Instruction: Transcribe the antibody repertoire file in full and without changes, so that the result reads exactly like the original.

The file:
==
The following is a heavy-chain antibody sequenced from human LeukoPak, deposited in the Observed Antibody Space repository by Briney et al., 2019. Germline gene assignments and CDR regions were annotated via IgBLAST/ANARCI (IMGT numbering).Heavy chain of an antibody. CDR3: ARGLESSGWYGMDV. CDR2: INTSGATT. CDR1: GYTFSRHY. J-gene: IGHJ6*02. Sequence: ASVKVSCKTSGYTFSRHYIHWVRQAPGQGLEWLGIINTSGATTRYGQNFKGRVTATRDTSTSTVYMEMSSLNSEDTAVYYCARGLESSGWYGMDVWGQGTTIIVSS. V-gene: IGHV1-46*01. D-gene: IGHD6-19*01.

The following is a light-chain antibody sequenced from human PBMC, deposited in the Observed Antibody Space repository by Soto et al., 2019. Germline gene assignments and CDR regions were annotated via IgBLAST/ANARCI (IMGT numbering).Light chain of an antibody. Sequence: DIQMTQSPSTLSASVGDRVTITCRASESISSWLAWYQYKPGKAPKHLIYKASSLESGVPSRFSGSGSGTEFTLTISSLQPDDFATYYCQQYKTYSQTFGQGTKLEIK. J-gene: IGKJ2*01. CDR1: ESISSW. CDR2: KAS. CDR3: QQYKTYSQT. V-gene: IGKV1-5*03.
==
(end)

The following is a heavy-chain antibody sequenced from human LeukoPak, deposited in the Observed Antibody Space repository by Briney et al., 2019. Germline gene assignments and CDR regions were annotated via IgBLAST/ANARCI (IMGT numbering).Heavy chain of an antibody. CDR3: ARGLESSGWYGMDV. CDR2: INTSGATT. CDR1: GYTFSRHY. J-gene: IGHJ6*02. Sequence: ASVKVSCKTSGYTFSRHYIHWVRQAPGQGLEWLGIINTSGATTRYGQNFKGRVTATRDTSTSTVYMEMSSLNSEDTAVYYCARGLESSGWYGMDVWGQGTTIIVSS. V-gene: IGHV1-46*01. D-gene: IGHD6-19*01.

The following is a light-chain antibody sequenced from human PBMC, deposited in the Observed Antibody Space repository by Soto et al., 2019. Germline gene assignments and CDR regions were annotated via IgBLAST/ANARCI (IMGT numbering).Light chain of an antibody. Sequence: DIQMTQSPSTLSASVGDRVTITCRASESISSWLAWYQYKPGKAPKHLIYKASSLESGVPSRFSGSGSGTEFTLTISSLQPDDFATYYCQQYKTYSQTFGQGTKLEIK. J-gene: IGKJ2*01. CDR1: ESISSW. CDR2: KAS. CDR3: QQYKTYSQT. V-gene: IGKV1-5*03.